So where do we go? In my view, the narrative we build has to be about the narrative. Education should be about processes of learning, and we should be ever learning about those processes and tolerant of the different ways people think about teaching and learning. We have a great example of this, at least in theory, in democratic institutions, in which we believe the process of participation is the core driver. Unfortunately, we see education right now as an "outcome" rather than a process, and that seems to lead to shallow debates, an incredible emphasis on market-like terminology and measures, and a kind of sorry scramble to be "the ones who found the solution." As if there could be one solution to one of humanities great conversations.

    I love your list. I agree with much of it. What I like most about is, though, is the discussion. I think that the most important thing we can do is to help our communities have this kind of discussion, build conversations about the purposes of education, involving everyone in the process.

  2. Thank for taking the time to comment, Steve!

    I'm developing a reputation in some quarters for not being very tolerant of other views on education. It's true that I'm not very patient with the insistence that there is nothing wrong with traditional education that the restoration of respect for teachers and the elimination of high-stakes testing couldn't cure. So I can't say I'm spreading the call for peaceful engagement through my participation in the debate. However, I also know that the times I've made mistakes -- like walking out of school board meetings -- I would have done better to have counted to ten and found SOME grounds for agreement.

    I've recognized lately that it isn't enough to say that education is "not working" because it's something that's equally likely to be said by Diane Ravitch and Jeb Bush. So there is common ground there, but how to make use of it? Especially when there is such a huge profit motive on one side.

    We have to move (there I go with the imperatives again) from the fixed to the fluid; from teaching all kids the same stuff, to teaching all different kids the stuff they each need to learn. Nothing is fixed, not the nature of the student nor the subject matter and method of learning. "There is only one kind of kid...the one who is different than all the other kids."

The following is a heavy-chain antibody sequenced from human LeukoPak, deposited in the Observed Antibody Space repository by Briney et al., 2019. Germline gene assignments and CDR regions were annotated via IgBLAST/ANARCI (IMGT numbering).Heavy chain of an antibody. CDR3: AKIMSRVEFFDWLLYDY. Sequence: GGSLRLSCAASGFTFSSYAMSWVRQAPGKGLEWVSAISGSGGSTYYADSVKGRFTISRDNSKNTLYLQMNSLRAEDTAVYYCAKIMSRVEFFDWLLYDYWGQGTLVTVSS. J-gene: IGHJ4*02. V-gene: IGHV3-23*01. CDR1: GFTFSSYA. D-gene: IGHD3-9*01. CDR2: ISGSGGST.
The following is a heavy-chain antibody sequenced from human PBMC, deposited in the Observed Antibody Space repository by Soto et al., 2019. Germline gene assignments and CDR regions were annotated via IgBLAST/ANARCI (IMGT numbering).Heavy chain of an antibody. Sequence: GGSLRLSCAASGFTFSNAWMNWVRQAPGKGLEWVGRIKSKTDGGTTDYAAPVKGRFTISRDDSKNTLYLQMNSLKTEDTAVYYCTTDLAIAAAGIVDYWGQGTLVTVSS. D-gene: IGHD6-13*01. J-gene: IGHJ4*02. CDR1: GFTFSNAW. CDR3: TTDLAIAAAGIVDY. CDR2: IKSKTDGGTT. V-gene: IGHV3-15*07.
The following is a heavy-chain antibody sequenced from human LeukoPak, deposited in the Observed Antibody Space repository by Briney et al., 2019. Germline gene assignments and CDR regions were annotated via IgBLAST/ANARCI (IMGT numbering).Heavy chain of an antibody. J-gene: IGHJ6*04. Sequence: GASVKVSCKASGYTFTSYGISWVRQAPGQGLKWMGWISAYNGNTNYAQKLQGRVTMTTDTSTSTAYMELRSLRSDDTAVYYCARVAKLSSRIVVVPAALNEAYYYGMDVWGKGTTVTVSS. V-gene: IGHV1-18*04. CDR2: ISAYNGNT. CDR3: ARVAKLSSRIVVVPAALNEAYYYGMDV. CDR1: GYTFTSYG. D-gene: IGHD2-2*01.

But the imperative of people I argue with is that the true benefit of learning happens when kids are made to learn stuff they are unwilling to learn; that the very fact of their unwillingness makes it more critical and beneficial to them. And every person who makes this claim cites countless examples to support the claim.

    What is it that people are holding on to when they call for us to move forward, into the past?

  3. Lisa, I saw your link on Alice Barr's FB. So glad I did! I enjoyed your points you made about moving forward to the PAST! I am a special education teacher and I have been extolling the benefits of Universal Design for Learning, and teaching everything with multiple ways of instruction, of assessment and multiple ways of allowing for student choice. We have flattened the world, our friend Vicki Davis and Julie Lindsay have flattened the classroom, now if we would only apply these new methods to all our schools and customize learning for all our students and teachers.

  4. Fantastic article! Thank you.

    One soapbox of mine that you left out is the power of physical activity. The book Spark by John Ratey discusses how physical exercise literally makes the brain grow, and how exercise makes learning more efficient--not to mention makes people more psychologically sound. High-stakes testing has been blamed for the elimination of recess and PE. Its lack is detrimental for a multitude of reasons, but ironically also for the high test score goal.

  5. Thank you, Laura! I am amazed sometimes at how the HST cabal defeated itself. Not only did learning get flushed down the toilet, but teaching to the test didn't even result in higher test scores.

    I'll check out Spark. I wonder if what he's saying about the brain growing has to do with what Dan Coyle talks about in The Talent Code -- that "deep" or "deliberate" practice wraps myelin around neural circuits making them fire faster and better. This occurrs during any deep practice -- music, math, or basketball.

    We all seem to be on this big kick about obesity and physical activity, but we can't get off this testing crap long enough to let our kids outdoors to wrap myelin and burn calories!

  6. Actually Ratey doesn't talk about myelin, he talks more about BDNF and other proteins/chemicals and how they interact. The two books combined are really fascinating.